Pakistani military establishment is trying hard to ignore the demands for constitutional rights in Gilgit-Baltistan, and the Inter-Services Intelligence (ISI) along with the Inter-Services Public Relations (ISPR) uses traditional media propaganda in this regard. According to locals, the culture and languages of Gilgit-Baltistan and Kashmir are different but still the state-run PTV presents them as one for political reason.
A reporter from Gilgit says that the ISI with a dozen other secret agencies always boosts the Pakistan Army at the cost of national integrity in the region through the fear-and-terror strategy. He narrated a story that when Muhammad Ayub – a 28-year-old soldier from Hunza, who was member of the Special Services Group of Pakistan Army and died during a terrorist attack on the GHQ in Rawalpindi – the ISPR, instead of Pakistan or the Army as an institution, used it to boost the personal image of Army Chief Gen. Ashfaq Kayani. He has sent a dubbed national song considering it the first propaganda literature in Burushaski language.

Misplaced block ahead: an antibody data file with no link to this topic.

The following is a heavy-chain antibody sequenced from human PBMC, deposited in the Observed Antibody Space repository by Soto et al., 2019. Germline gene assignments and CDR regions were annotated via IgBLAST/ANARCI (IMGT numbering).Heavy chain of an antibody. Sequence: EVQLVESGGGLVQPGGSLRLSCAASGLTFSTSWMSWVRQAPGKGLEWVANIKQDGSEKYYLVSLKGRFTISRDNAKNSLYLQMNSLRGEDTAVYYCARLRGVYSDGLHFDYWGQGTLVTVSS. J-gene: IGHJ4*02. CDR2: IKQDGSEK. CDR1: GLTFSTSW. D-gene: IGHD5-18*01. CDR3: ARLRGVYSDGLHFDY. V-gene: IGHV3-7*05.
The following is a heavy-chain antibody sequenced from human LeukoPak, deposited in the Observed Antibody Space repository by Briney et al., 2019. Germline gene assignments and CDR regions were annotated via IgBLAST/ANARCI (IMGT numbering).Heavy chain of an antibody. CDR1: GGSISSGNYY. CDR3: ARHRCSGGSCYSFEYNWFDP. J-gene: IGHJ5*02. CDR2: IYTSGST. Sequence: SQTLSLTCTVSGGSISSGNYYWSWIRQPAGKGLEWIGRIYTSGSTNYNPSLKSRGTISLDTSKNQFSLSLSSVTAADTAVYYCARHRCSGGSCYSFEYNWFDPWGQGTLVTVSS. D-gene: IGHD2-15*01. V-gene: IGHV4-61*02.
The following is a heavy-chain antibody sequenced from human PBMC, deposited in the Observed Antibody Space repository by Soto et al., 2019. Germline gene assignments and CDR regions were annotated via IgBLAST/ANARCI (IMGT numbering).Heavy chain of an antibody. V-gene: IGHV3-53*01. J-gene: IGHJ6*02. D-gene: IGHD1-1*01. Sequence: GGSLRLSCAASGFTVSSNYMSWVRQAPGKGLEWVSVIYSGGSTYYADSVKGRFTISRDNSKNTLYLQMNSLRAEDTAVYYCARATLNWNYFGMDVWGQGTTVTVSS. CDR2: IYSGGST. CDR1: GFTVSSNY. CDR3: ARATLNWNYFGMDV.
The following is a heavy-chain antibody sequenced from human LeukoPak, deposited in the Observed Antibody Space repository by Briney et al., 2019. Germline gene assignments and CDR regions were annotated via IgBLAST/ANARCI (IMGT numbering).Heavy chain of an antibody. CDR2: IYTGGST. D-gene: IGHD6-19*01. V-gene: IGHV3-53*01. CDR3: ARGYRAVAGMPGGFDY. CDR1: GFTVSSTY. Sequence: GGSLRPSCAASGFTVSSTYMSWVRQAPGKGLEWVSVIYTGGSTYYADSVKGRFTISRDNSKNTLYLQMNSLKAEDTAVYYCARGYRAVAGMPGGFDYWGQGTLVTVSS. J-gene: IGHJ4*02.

"This kind of 20th-century-communist-like-propaganda can't work in the Cyber Age, and it often backfires," says a media analyst from Islamabad. "The military should go back to the barrack and stop policy-dictation to successive elected governments."
3- Nationalist leader Abdul Hamid on Gilgit-Baltistan & Kashmir
- Pashto music can improve Af-Pak-US relations!
- Balti music can do what the bloody 'strategic assets' can't
- Wakhi music: don't doubt strength of bridge to China & Central Asia
- Shina music & resistance literature in Gilgit-Baltistan
- Burushaski - a unique language & music in Gilgit-Baltistan
- Khowar music unites people of Chitral & Gilgit-Baltistan